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Practicing Presence

Tucker Miller | President and Founder of Day 6 Leadership, LLC

3 easy, actionable practices to help you present yourself with confidence.

Clients ask how they can improve their leadership presence. They are looking for ways to inspire confidence and engagement when they don’t know all the answers and doubt themselves.

"What can I do to look confident on the outside when I'm shaking in my boots on the inside?"

No house with a cracked foundation can be fixed with a fresh coat of paint to improve its curb appeal. Similarly, there is no degree, no credential, no outfit or other accessory that will create presence. Instead, confidence is a teachable skill -- and one that begins by looking within.

Presence requires more than "looking the part." Presence is an inside job.

To demonstrate presence, you first need to be present. When you are in the moment, it is much easier to hear what people are saying and respond appropriately. You allow yourself to be in the conversation instead of worrying about what you've said, what you will say, and what may go wrong.

Step 1: Breathe in, breathe out; repeat.

You may be thinking right now that you already do that or you wouldn't be alive and reading this. But hold a minute. One of the most common responses to anxiety or nervousness is holding your breath -- and you may not even know you're doing it.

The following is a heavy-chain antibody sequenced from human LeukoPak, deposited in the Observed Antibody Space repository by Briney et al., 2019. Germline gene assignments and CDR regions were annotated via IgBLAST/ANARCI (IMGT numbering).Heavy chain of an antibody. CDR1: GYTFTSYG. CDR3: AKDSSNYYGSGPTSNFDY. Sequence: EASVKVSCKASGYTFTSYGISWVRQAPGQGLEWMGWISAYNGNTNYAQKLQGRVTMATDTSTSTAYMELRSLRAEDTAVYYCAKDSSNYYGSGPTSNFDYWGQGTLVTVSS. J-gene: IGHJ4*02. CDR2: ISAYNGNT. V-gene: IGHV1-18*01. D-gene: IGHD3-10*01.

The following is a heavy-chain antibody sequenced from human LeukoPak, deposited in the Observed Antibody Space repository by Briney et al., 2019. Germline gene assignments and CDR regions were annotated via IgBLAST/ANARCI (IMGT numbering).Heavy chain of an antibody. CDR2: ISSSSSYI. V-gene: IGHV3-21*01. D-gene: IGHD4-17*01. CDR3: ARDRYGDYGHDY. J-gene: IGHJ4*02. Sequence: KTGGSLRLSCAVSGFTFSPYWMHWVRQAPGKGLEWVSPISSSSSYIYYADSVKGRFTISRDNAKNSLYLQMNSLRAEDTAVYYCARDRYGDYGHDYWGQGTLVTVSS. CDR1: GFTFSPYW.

So start, begin by checking in with yourself. Take a deep breath. Let it out and do it again. Yogis and mediation teachers offer all kinds of suggestions for ways to do breath work. Don't worry about that now. Do it the way that feels best for you in this moment. There is no right or best way, but in asking yourself what feels good in this moment you will arrive in the present.

Step 2: claim your motto.

Worrying about what other people might think or what might go wrong results in you stepping outside of yourself, perhaps even abandoning yourself, in favor of inhabiting someone else's brain or transporting to a different time.

That's why you need a practice and a plan to remind you to be in the moment. Mantra, motto, verse, slogan, tag line -- whatever reminds you to breathe and remember your worth, claim it. Write it in your journal, recite it to yourself. Remind yourself of it often. No one else needs to know it and it doesn't need to be fancy.

  • I've got this.

  • I'm scrappy and full of grit.

  • I can do hard things.

  • I am confident.

  • I am worthy.

  • I believe in my value.

As you recite and write your motto frequently, the practice will come naturally and your motto becomes easier to believe. Practicing also informs the next iteration of your motto: your mottos will evolve as you do and as circumstances require.

Step 3: Do your homework.

I had a meeting this week with someone I find challenging. I had a brief list of topics to cover and I was confident I knew my stuff. Beyond agenda, I also planned how I wanted to feel before, during and after the meeting. I decided ahead of time that I wanted to feel curious, patient, and generous. Focusing on how I wanted to feel helped me remain present and in service instead of questioning how I was coming across.

Kindness and generosity are the currency for presence, not others' opinions or behaviors.

Keep breathing.

Practice your motto.

And do the work.

View presence as a practice, one that helps you focus on the present moment. Leadership presence is best demonstrated when you no longer seek approval or recognition from others and can give generously and sincerely as you choose to present yourself .

Day 6 Leadership, LLC is a consulting and coaching company specializing in helping to prepare women leaders for expanded responsibility, influence, and impact.

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